A piece of history...

Author: Jax Cassidy // Category: , ,
Claude Monet's Femme à l'ombrelle tournée vers la gauche

I grew up with a love for art, especially the Impressionistic, Pre-Raphaelites, and Neoclassical. Such rich stories hidden within each stroke of the brush. I was so in love with paintings by Monet, Degas, Van Gogh, Waterhouse, Dante Gabriel Rossetti...I never formally took an art class until later in my life and found I had the ability to produce drawings and paintings by mimicking others. I've won state and national art awards since I was eight years old and still I found myself aways lacking. Always aspiring to be a grand artiste but never quite hitting the mark. Sure, I've done a series of successful art shows and created my own abstract/contemporary art which embodies the strength and youthfulness of women and empowerment...but my hidden desire was to be like the great Monet's of my time.

Years ago while living in Paris I stood in line for two hours for the Louvre. Needless to say it was all in vain as there had been some sort of technical issues and they shut the museum down for the day. Bloody hell! I wasn't going to live in Paris and not have the opportunity to see what the Louvre was all about. I got in line again soon after for about an hour and a half and when I finally made it in I was so overwhelmed by the people and chaos I felt literally sick. You see, I'm a bit claustrophobic. Like a trooper, I trudged through room after room of paintings and sculptures. My senses were overloaded and I can honestly say I did not have an enjoyable museum experience.

One of the main attractions had been the Mona Lisa. I was so enthralled by the fact that it was in the museum that I raced to see it, only to be barricaded by the electric chains and alarm sensors attached to the painting which was tucked in a glass box. Apparently the Mona Lisa had been stolen before and they didn't want to take any chances...at whose expense? The expense of those traveling halfway across the world to get a glimpse of the famed Mona Lisa, only to be disappointed by the size of the painting and the weird electrical contraptions that surrounded it.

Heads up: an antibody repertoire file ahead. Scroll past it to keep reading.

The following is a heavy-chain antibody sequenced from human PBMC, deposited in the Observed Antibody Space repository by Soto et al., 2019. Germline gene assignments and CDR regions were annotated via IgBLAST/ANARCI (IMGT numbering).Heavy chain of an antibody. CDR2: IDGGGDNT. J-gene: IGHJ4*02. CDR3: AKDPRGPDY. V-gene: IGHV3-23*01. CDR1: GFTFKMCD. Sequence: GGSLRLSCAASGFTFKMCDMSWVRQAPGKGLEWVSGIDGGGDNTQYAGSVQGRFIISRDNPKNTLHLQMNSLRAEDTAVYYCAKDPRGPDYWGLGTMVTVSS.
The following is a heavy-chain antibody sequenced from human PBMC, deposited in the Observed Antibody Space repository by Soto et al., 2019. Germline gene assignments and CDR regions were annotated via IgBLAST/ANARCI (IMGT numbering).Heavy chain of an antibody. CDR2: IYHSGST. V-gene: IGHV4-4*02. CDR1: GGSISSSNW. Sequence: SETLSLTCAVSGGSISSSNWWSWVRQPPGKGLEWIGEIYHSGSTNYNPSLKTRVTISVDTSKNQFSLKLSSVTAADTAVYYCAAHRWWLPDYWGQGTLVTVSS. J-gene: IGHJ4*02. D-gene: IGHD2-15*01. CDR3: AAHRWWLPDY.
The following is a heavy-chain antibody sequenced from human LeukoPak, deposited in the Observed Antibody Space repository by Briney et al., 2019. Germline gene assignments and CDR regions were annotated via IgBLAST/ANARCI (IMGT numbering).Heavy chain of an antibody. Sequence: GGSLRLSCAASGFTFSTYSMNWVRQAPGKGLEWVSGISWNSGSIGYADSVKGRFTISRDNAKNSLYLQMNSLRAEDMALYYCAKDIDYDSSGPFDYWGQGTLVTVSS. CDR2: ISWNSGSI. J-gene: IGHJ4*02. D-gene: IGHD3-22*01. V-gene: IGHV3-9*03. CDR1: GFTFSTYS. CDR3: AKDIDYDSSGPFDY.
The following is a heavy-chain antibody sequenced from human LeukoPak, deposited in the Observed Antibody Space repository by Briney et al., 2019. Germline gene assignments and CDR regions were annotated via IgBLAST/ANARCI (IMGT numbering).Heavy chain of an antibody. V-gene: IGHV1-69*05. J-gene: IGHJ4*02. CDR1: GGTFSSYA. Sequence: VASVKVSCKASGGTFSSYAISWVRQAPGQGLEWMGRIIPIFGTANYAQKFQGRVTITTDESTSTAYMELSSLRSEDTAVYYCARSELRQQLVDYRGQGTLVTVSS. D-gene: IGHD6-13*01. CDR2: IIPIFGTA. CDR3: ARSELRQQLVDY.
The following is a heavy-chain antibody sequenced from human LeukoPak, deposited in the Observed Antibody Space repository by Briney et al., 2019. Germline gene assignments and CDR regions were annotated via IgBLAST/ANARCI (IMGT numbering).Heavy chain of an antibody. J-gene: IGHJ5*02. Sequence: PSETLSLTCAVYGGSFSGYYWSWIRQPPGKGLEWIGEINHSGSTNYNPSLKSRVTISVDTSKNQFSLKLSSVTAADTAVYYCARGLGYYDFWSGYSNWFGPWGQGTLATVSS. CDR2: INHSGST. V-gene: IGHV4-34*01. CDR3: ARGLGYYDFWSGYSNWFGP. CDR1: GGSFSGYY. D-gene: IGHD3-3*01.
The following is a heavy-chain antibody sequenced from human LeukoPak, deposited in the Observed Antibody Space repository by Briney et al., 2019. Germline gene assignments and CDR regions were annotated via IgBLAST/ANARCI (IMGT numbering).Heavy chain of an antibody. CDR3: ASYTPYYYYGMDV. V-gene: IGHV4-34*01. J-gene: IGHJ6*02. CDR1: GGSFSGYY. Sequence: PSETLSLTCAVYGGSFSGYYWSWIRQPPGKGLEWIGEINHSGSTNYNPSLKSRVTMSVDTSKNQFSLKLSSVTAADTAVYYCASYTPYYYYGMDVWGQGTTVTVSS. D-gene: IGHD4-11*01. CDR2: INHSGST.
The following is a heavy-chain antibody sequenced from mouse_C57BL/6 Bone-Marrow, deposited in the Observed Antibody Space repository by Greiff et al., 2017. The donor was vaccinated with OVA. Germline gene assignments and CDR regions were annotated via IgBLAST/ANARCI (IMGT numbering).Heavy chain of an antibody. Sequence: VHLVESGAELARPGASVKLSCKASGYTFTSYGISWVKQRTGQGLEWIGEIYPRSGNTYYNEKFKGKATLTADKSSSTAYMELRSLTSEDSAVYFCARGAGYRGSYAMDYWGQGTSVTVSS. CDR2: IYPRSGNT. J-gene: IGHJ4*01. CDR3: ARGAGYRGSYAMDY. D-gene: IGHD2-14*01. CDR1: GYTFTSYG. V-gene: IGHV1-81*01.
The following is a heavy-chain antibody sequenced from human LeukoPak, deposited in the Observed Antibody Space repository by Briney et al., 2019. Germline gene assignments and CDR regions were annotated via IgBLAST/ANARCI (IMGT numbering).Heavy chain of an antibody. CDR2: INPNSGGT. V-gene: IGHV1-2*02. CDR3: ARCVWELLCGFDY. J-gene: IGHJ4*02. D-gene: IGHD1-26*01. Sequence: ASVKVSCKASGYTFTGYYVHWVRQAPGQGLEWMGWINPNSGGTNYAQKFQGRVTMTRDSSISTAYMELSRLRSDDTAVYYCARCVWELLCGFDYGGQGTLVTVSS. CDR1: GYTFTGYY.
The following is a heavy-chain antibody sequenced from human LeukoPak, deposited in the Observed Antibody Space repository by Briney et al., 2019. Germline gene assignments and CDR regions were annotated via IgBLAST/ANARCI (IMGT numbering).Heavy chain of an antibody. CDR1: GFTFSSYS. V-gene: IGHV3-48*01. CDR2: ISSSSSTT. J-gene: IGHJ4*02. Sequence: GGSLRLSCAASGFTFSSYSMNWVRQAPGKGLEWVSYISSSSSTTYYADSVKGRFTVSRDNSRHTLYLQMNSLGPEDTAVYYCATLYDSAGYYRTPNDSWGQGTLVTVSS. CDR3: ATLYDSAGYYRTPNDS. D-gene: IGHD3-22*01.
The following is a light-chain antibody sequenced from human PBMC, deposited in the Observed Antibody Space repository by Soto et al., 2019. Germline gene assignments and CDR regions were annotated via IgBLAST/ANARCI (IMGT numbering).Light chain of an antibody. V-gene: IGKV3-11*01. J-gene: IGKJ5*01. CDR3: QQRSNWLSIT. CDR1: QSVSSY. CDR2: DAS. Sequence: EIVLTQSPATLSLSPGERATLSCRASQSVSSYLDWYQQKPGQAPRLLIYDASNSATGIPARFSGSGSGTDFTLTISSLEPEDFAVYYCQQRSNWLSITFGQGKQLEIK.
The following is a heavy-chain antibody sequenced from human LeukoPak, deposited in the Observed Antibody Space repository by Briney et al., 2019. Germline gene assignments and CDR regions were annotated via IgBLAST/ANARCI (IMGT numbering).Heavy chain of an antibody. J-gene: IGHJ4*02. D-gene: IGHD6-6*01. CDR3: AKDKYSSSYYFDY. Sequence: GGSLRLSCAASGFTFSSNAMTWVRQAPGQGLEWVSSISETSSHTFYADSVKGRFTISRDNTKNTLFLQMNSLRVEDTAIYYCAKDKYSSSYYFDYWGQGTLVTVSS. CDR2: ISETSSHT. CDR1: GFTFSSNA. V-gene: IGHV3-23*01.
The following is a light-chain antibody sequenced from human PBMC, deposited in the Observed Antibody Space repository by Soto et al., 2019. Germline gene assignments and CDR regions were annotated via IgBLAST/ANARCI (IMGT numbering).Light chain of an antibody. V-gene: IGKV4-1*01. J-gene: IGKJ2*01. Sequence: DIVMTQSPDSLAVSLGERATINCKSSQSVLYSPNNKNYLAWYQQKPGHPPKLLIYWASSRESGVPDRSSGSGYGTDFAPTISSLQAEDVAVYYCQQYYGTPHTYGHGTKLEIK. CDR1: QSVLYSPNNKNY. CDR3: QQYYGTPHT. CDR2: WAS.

Alas, I left the crowd to wander aimlessly through the museum. I must have walked a long while before the blur and haze of paintings became a series of George Seurat's pointillism paintings. My heart stopped. I had replicated his works once in high school art class and in my haste to go home I had not properly protected the piece and the rain washed out months of my hard labor :( Oh, I never lived that down! Back to my story, I was speechless by the art before me and wanted to soak in as much of the artworks in this section. I turned and felt suddenly faint. Towering before me was the most gorgeous Monet painting I had ever seen. It literally took my breath away and brought tears to my eyes. This enormous impressionistic painting spoke to me and I felt transported in. The pale blues, greens, yellows sucked me right into a bygone era and I did not know what possessed me. I had to touch it, I had to feel the closeness from the master of paintings...and before I knew it I had caressed a piece of history. I had done the most wrong thing any artist could have ever done, I had tainted a masterpiece yet I could never regret the energy I felt. The seduction and powers of something so real and magical. So preserved and now a part of me. Surely I could have gotten arrested, but for some rare reason, perhaps it was with the assistance of the Mona Lisa and her crowd that saved me, but I was not arrested. I was not thrown out or banned from the museum. I, was now one with a piece of history....